Kaspersky Labs Discovers 'Previously Unknown Vulnerability' in Microsoft Windows

Kaspersky Labs Discovers ‘Previously Unknown Vulnerability’ in Microsoft Windows

Today, Kaspersky Labs announced that it had detected a “previously unknown vulnerability” in Microsoft Windows, which was exploited by an unidentified criminal group. 


The company theorizes that it was an attempt to gain full control over a targeted device. The attack was aimed at the core of the system – its kernel – through a backdoor constructed from an essential element of Windows OS.


The vulnerability was reported to Microsoft and patched on April 10, 2019. HEUR:Exploit.Win32.Generic, HEUR:Trojan.Win32.Generic and PDM:Exploit.Win32.Generic were detected.


It was the fifth consecutive exploited local privilege escalation vulnerability in Windows that the company had discovered in recent months.


Kaspersky Lab’s Exploit Prevention technology found the attempt to exploit the unknown vulnerability in Microsoft Windows OS, which some security solutions would not be able to recognize. This is because a backdoor that exploits a previously unknown bug in the system – a zero-day vulnerability – has significantly more chances to fly under the radar.


According to the company, “Once the malicious .exe file was launched, installation of the malware was initiated.” The company explained that the infection exploited a zero-day vulnerability and achieved privileges for successful persistence on the victim’s machine.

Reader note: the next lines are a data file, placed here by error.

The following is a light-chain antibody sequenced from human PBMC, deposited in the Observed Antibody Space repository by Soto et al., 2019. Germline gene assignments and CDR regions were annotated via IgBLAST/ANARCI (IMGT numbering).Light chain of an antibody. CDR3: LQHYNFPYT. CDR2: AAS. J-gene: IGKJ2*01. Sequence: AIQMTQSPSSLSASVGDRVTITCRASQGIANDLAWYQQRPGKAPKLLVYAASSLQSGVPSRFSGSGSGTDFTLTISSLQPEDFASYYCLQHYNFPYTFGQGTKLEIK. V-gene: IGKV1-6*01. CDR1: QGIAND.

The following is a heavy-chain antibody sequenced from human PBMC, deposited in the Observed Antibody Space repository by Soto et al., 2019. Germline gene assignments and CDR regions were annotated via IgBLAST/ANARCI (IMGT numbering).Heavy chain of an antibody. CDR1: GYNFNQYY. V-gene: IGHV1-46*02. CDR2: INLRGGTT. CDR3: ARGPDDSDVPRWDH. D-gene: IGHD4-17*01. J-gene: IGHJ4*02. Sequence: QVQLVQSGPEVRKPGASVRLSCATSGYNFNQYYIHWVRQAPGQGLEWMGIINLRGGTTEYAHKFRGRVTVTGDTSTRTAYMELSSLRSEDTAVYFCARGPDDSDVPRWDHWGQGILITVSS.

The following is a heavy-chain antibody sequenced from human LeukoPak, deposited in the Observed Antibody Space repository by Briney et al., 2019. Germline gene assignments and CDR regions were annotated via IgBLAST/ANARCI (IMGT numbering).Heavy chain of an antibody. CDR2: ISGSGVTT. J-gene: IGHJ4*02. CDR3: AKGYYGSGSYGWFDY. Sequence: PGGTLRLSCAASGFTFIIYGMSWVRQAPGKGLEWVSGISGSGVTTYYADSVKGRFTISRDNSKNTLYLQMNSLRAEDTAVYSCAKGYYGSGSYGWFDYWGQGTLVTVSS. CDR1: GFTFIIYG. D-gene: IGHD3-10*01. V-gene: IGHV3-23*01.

The malware then initiated the launch of a backdoor developed with a legitimate element of Windows, present on all machines running on this OS – a scripting framework called Windows PowerShell. This allowed threat actors to be stealthy and avoid detection, saving them time in writing the code for malicious tools. The malware then downloaded another backdoor from a popular legitimate text storage service, which in turn gave criminals full control over the infected system.


“In this attack, we observed two main trends that we often see in Advanced Persistent Threats (APTs). First, the use of local privilege escalation exploits to successfully persist on the victim’s machine. Second, the use of legitimate frameworks like Windows PowerShell for malicious activity on the victim’s machine. This combination gives the threat actors the ability to bypass standard security solutions. To detect such techniques, the security solution must use exploit prevention and behavioral detection engines,” explains Anton Ivanov, a security expert at Kaspersky Lab.


Source: InfoSecurity Magazine – http://www.infosecurity-magazine.com/